While a great deal is known about human memory, we know little about how memory works in nonhuman primates. It appears that nonhuman primates rely on memory in such everyday tasks as foraging for food and recognizing familiar individuals. The purpose of this research is to investigate memory in orangutans.
When humans are asked to memorize a list of unrelated words in a series of trials, they begin to organize the words in idiosyncratic clusters. This phenomenon has been termed subjective organization, since the nature of the associations are unique to each person. This spontaneously-developed organization strategy increases the number of words that a person can remember. The crucial parts of this task are that the words are unrelated and that it requires free recall on the part of the person being tested. Unrelated words are necessary to prevent organization based on semantic categories (which we know humans will use). Free recall, in which the person is free to produce the list words in any order, allows the researcher to see what strategies the person used to organize the words.
Subjective organization in nonhuman primates has not been studied, probably because of the difficulty in making a free recall task with animals that can't speak. However, it is possible to create a recognition memory task that allows animals that can't speak to produce the list items in any order. In this task, list items (photographs) are presented on a touch-screen video monitor. The orangutan is required to touch each item as it appears, in order to show that the item has been seen. Following the presentation of the list, all the list items appear in a random arrangement on the screen along with a set of items that were not on the list. The orangutan must touch the list items, and only the list items, in any order. Once all the list items have been touched, the orang utan is rewarded, and the next trial begins.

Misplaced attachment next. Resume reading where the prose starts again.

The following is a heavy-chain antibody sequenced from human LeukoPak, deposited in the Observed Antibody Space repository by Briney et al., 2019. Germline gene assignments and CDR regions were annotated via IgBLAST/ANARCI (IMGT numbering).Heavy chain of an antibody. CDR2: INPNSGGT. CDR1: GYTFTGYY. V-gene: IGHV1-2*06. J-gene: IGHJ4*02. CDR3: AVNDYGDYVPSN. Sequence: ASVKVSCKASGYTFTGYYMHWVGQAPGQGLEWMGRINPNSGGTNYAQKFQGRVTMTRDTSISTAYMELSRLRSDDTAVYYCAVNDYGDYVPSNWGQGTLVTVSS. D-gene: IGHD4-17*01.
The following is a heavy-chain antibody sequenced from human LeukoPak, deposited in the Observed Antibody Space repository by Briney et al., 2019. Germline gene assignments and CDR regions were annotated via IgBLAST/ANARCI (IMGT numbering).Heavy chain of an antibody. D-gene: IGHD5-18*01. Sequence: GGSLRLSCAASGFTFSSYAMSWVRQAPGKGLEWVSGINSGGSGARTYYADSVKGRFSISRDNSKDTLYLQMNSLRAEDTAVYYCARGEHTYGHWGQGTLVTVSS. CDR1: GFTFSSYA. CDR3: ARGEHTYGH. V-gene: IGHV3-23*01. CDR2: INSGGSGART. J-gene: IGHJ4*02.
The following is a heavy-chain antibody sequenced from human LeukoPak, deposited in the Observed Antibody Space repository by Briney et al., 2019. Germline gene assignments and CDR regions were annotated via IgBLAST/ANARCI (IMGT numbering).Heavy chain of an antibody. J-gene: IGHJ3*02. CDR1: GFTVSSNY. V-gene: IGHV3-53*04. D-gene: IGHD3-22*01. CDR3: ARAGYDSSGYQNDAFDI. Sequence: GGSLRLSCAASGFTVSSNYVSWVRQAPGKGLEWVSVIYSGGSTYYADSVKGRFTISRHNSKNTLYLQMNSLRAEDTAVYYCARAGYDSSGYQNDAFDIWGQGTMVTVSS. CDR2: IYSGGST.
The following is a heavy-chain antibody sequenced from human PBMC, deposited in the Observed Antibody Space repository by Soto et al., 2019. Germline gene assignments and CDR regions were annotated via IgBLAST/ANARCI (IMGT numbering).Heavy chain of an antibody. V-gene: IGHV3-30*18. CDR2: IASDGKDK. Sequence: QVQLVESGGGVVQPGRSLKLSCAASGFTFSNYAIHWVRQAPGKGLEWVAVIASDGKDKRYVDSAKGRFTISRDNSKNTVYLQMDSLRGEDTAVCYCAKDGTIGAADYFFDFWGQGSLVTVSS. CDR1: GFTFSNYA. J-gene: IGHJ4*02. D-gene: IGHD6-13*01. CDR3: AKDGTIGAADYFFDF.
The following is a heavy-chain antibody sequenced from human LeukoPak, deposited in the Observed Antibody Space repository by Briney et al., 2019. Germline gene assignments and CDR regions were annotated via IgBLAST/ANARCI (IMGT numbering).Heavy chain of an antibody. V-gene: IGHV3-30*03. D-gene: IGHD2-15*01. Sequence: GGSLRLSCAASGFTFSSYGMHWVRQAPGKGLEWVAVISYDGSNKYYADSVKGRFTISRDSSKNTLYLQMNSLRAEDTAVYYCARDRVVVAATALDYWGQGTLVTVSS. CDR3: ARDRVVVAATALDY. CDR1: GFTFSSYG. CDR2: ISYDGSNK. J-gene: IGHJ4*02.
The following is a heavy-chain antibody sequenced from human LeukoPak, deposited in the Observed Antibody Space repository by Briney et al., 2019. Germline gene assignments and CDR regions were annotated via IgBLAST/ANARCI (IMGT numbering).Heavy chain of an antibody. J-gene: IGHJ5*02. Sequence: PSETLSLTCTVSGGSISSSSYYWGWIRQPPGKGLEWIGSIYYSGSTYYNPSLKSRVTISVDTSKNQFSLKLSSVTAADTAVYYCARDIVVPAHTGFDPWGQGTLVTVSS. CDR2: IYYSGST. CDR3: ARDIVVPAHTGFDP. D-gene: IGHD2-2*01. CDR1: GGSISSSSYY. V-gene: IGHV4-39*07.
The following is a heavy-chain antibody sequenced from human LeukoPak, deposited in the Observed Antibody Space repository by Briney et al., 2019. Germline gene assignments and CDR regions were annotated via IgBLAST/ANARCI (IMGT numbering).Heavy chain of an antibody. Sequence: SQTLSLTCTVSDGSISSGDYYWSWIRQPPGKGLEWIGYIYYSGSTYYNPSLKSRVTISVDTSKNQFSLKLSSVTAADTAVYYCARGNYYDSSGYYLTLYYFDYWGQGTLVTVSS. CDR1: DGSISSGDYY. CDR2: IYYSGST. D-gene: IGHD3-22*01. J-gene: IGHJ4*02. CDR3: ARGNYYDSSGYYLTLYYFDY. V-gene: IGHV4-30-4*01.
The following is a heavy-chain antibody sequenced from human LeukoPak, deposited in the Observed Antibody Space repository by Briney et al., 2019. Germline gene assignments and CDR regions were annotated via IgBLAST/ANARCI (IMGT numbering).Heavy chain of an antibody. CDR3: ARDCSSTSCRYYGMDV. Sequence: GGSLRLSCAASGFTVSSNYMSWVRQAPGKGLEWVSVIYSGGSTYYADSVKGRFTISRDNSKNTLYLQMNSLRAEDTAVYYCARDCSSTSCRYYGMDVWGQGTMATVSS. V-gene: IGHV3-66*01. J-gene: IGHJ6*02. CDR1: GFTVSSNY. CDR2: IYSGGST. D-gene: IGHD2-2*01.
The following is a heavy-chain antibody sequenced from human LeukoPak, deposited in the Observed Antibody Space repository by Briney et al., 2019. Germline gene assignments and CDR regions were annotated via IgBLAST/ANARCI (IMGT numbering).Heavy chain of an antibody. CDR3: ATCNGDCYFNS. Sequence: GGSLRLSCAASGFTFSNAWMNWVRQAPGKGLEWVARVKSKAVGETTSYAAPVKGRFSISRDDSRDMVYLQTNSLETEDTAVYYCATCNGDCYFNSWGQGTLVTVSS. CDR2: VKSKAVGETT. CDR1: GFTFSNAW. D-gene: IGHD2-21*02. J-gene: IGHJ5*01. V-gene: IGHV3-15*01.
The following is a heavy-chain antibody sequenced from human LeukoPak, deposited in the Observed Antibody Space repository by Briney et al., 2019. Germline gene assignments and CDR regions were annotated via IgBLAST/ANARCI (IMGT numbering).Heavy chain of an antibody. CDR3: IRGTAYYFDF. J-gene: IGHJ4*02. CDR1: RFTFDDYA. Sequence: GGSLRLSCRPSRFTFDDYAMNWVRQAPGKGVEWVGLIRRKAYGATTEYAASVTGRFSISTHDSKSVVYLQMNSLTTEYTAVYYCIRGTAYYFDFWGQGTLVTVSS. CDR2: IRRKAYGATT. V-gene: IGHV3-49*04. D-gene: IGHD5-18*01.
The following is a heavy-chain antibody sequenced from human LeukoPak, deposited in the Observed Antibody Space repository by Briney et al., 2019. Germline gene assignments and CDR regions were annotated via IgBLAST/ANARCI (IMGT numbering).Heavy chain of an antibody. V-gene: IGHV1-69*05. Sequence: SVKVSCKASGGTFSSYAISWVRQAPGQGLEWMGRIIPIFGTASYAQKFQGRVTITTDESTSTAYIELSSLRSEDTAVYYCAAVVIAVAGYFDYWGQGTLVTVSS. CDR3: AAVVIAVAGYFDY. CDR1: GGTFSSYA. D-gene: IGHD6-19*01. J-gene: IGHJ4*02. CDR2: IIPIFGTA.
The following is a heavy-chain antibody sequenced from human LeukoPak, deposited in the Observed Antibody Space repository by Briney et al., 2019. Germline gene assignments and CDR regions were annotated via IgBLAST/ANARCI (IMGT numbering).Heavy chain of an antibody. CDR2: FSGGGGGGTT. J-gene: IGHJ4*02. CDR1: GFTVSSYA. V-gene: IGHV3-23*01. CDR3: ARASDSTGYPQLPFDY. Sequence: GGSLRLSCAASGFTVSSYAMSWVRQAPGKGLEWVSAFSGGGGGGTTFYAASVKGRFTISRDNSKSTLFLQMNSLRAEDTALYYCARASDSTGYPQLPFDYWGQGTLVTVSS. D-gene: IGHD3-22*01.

The first question being addressed is whether orang utans will develop an organizing strategy for long lists. In humans, the ability to develop such memory strategies does not begin to appear until the age of six or seven. It is not until ten or eleven that humans can utilize such strategies consistently and efficiently. If orang utans are able to develop an organizational strategy to help them learn a list, it would show that they are capable of sophisticated memory strategies.
Even if the orangutans fail to show signs of subjective
organization, we can find out if they can use category information
to organize lists. In other words, we can present lists that
are made up of items that can be classified into categories
(foods, insects, trees, animals). We suspect that orangutans
will be able to use such category information to organize
lists. If we find that these animals do this, we will be able
to use that as a stepping stone to further explore the thinking
ability of these animals.